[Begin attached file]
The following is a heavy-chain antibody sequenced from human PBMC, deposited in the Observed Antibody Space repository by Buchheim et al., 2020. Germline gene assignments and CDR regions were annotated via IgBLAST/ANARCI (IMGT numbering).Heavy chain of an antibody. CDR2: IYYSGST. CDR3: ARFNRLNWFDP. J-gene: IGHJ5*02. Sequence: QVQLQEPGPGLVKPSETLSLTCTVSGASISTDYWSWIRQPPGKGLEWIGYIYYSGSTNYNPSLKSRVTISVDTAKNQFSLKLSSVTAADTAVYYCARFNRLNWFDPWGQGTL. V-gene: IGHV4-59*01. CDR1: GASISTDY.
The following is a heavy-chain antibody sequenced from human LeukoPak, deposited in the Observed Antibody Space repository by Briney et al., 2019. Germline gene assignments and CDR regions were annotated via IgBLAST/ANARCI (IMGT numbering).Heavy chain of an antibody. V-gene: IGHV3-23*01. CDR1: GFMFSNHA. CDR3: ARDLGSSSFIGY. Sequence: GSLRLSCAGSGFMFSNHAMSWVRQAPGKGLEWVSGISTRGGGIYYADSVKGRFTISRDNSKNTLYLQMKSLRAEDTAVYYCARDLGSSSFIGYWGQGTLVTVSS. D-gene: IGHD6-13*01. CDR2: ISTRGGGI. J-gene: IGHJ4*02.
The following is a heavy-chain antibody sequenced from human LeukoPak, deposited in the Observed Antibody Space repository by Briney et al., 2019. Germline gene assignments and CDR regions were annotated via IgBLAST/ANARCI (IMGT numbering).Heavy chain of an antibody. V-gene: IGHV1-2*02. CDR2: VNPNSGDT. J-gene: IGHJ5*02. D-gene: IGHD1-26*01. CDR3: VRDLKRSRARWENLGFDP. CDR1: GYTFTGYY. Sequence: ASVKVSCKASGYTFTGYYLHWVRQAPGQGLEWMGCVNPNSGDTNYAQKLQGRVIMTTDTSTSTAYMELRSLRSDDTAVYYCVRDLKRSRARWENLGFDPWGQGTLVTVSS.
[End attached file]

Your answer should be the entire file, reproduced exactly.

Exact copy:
The following is a heavy-chain antibody sequenced from human PBMC, deposited in the Observed Antibody Space repository by Buchheim et al., 2020. Germline gene assignments and CDR regions were annotated via IgBLAST/ANARCI (IMGT numbering).Heavy chain of an antibody. CDR2: IYYSGST. CDR3: ARFNRLNWFDP. J-gene: IGHJ5*02. Sequence: QVQLQEPGPGLVKPSETLSLTCTVSGASISTDYWSWIRQPPGKGLEWIGYIYYSGSTNYNPSLKSRVTISVDTAKNQFSLKLSSVTAADTAVYYCARFNRLNWFDPWGQGTL. V-gene: IGHV4-59*01. CDR1: GASISTDY.
The following is a heavy-chain antibody sequenced from human LeukoPak, deposited in the Observed Antibody Space repository by Briney et al., 2019. Germline gene assignments and CDR regions were annotated via IgBLAST/ANARCI (IMGT numbering).Heavy chain of an antibody. V-gene: IGHV3-23*01. CDR1: GFMFSNHA. CDR3: ARDLGSSSFIGY. Sequence: GSLRLSCAGSGFMFSNHAMSWVRQAPGKGLEWVSGISTRGGGIYYADSVKGRFTISRDNSKNTLYLQMKSLRAEDTAVYYCARDLGSSSFIGYWGQGTLVTVSS. D-gene: IGHD6-13*01. CDR2: ISTRGGGI. J-gene: IGHJ4*02.
The following is a heavy-chain antibody sequenced from human LeukoPak, deposited in the Observed Antibody Space repository by Briney et al., 2019. Germline gene assignments and CDR regions were annotated via IgBLAST/ANARCI (IMGT numbering).Heavy chain of an antibody. V-gene: IGHV1-2*02. CDR2: VNPNSGDT. J-gene: IGHJ5*02. D-gene: IGHD1-26*01. CDR3: VRDLKRSRARWENLGFDP. CDR1: GYTFTGYY. Sequence: ASVKVSCKASGYTFTGYYLHWVRQAPGQGLEWMGCVNPNSGDTNYAQKLQGRVIMTTDTSTSTAYMELRSLRSDDTAVYYCVRDLKRSRARWENLGFDPWGQGTLVTVSS.